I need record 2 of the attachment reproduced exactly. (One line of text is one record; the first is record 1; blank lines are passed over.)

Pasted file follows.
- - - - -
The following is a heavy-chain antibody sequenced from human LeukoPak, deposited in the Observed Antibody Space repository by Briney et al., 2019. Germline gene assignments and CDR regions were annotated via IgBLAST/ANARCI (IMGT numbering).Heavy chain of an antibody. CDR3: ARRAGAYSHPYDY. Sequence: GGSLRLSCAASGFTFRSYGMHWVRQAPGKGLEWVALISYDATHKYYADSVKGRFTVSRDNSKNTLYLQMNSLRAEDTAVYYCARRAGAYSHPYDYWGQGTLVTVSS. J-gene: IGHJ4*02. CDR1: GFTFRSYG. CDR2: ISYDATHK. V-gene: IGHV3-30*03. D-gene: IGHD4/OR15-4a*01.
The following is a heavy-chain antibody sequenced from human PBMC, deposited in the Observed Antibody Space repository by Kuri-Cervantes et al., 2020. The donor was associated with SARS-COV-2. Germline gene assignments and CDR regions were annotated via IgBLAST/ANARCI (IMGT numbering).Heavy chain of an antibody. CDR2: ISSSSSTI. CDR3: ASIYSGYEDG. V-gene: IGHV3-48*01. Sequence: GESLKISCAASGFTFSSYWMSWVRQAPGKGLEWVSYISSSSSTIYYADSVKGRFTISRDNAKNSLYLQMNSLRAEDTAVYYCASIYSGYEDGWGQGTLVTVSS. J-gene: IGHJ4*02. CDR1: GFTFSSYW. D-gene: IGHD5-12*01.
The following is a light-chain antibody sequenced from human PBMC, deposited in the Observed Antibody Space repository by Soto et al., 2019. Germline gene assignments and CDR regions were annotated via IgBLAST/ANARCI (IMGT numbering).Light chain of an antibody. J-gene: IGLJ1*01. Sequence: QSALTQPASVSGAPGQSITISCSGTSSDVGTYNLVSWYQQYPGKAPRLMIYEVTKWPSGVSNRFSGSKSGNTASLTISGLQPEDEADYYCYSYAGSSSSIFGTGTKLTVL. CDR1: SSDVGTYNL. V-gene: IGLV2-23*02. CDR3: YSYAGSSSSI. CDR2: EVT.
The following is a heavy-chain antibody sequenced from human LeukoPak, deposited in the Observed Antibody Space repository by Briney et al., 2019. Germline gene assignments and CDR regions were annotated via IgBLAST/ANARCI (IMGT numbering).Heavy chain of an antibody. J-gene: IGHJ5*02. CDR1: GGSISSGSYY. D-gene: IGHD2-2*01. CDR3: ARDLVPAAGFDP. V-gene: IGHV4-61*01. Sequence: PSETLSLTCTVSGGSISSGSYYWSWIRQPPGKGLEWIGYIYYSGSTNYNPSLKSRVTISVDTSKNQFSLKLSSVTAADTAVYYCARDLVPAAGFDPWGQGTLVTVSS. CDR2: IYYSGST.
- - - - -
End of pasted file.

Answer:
The following is a heavy-chain antibody sequenced from human PBMC, deposited in the Observed Antibody Space repository by Kuri-Cervantes et al., 2020. The donor was associated with SARS-COV-2. Germline gene assignments and CDR regions were annotated via IgBLAST/ANARCI (IMGT numbering).Heavy chain of an antibody. CDR2: ISSSSSTI. CDR3: ASIYSGYEDG. V-gene: IGHV3-48*01. Sequence: GESLKISCAASGFTFSSYWMSWVRQAPGKGLEWVSYISSSSSTIYYADSVKGRFTISRDNAKNSLYLQMNSLRAEDTAVYYCASIYSGYEDGWGQGTLVTVSS. J-gene: IGHJ4*02. CDR1: GFTFSSYW. D-gene: IGHD5-12*01.